This week started on a heavy hearted note for my family and I as we said goodbye to my Grandmother, Evelyn Williams. She has played a vital role in my life, raising me from a young age. She was the only parent I have ever truly known. If I have contributed positively to my community or to those around me, it is my grandmother who deserves credit for that contribution. Her patience and unconditional love will always be with me. She was so much more than just my grandmother, as if that wasn’t enough. She was my rock. She was my teacher.
I ask that you keep my family and me in your prayers as we move forward through this difficult time.
-Senator Jamilah Nasheed
Rumors swirled in the Capitol building this week about major debates just around the corner: Voter ID, paycheck deception, abortion and the gasoline tax among them. The Senate continued its ethics reform debate and the House took up paycheck deception, but for the most part, the building avoided the most contentious debates, at least until next week.
Groups from a number of organizations and institutions from around the state flooded the Capitol hallways this week. The National Alliance on Mental Illness, Truman State University, the American Foundation for Suicide Prevention and the Missouri Society of Eye Physicians and Surgeons all held lobby days at the Capitol this week. Senator Nasheed met with many of the groups herself. “I really enjoy lobby days because we get the chance to talk with people that we wouldn’t otherwise meet and learn about issues that are sometimes out of the spotlight,” Sen. Nasheed said.
On the Floor
On Tuesday, the Senate voted 31-0 in favor of legislation that would simultaneously prohibit lawmakers from serving as paid political consultants and end a practice that critics contend allows powerful lawmakers to trade legislative favors in exchange for lucrative contracts from their colleagues, under the guise of providing campaign advice. Because the Senate made changes, the measure, House Bill 1983, returns to the House.
Senate debate, however, stalled on House Bill 2166, which would ban individual lawmakers from accepting most lobbyist gifts. After the Senate voted 19-8 to add an amendment that also would prohibit lobbyists from buying meals for large groups of lawmakers, the bill was set aside without coming to a vote. It is unclear if the Senate will return to the measure.
A week earlier, the Senate weakened a House bill that sought to slow the revolving door from legislating to lobbying by requiring lawmakers to wait one year after the scheduled end of their term before taking a job as a lobbyist. As amended by the Senate, the measure, House Bill 1979, would merely prohibit members from leaving office early to take a lobbying job.
On Feb. 25, the House voted against accepting the Senate’s changes to either HB 1979 or HB 1983. The chambers must now negotiate final versions of the two bills before final passage can be granted.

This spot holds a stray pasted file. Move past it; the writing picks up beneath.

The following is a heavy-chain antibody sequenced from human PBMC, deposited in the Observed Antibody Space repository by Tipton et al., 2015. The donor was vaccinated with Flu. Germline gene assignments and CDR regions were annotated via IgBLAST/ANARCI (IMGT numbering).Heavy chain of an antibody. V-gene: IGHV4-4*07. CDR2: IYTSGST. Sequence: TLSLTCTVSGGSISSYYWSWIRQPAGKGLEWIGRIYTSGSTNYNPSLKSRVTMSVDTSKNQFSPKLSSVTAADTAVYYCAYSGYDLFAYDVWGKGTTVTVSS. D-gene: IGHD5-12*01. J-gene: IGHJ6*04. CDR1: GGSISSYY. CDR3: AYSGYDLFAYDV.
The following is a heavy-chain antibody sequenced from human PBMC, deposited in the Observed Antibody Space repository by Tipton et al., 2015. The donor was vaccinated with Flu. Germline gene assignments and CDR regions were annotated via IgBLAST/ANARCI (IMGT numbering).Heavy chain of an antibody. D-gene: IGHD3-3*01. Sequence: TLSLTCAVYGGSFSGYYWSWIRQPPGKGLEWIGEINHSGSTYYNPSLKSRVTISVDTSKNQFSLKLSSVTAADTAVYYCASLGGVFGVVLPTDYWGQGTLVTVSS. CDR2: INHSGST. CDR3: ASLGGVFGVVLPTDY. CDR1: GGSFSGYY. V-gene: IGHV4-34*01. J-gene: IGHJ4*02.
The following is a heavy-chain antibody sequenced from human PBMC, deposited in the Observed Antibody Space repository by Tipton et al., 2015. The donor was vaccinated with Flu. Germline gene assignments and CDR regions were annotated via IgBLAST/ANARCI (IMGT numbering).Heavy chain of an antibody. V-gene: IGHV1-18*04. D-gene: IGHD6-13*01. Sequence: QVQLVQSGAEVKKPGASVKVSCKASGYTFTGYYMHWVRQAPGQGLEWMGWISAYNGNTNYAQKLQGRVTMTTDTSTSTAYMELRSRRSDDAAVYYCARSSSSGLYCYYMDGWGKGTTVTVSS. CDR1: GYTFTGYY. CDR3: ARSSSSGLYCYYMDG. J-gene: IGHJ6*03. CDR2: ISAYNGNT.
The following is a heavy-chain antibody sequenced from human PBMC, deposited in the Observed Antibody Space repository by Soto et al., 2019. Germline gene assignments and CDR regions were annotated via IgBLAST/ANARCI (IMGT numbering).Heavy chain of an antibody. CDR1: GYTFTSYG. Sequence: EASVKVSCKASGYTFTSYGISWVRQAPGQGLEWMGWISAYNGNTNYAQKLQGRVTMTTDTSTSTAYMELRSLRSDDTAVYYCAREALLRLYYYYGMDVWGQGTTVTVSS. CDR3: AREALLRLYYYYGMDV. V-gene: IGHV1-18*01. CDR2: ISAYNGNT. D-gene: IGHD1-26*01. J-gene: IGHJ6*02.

Bills and Committees
The Senate Gubernatorial Appointments Committee resumed its normal weekly meetings on Wednesday. Senator Nasheed has already sponsored several gubernatorial appointments this legislative session. “It is extremely important that the boards and commissions that help run our government reflect the rich diversity of our state. I especially look forward to filling vacancies on the University of Missouri Board of Curators,” Sen. Nasheed said. The MU Board of Curators’ only two African-American members resigned last month and those vacancies have yet to be filled.
Senator Nasheed has two bills to be heard in committee next week:
- Senate Bill 976 – Fair and Impartial Policing Act — This act prohibits every member of a law enforcement agency from engaging in biased policing. “The Fair and Impartial Policing Act will help police officers know when and how to properly interact with suspects in a manner that respects their dignity and civil rights,” Sen. Nasheed stated, continuing, “This act is for the good of the people and the police.” Senate Bill 976 has been referred to the Senate Judiciary and Civil and Criminal Jurisprudence Committee for a hearing on Tuesday, March 1 at 1:00 p.m.
- Senate Bill 626 – Affirmative Consent—would require colleges and universities to inform their students and employees about the “affirmative consent” standard used for determining consent to sexual activity. “Campus sexual assault is a problem that has been brought into the national spotlight recently. I introduced this bill to ensure that colleges in Missouri are doing all they can to keep their students safe,” Sen. Nasheed said. Senate Bill 626 will be heard in the Senate Education Committee on Wednesday, March 2 at 3:00 p.m.
Another short week in the Senate Appropriations Committee produced hearings on the budgets of elected officials, the Department of Conservation and the Department of Agriculture.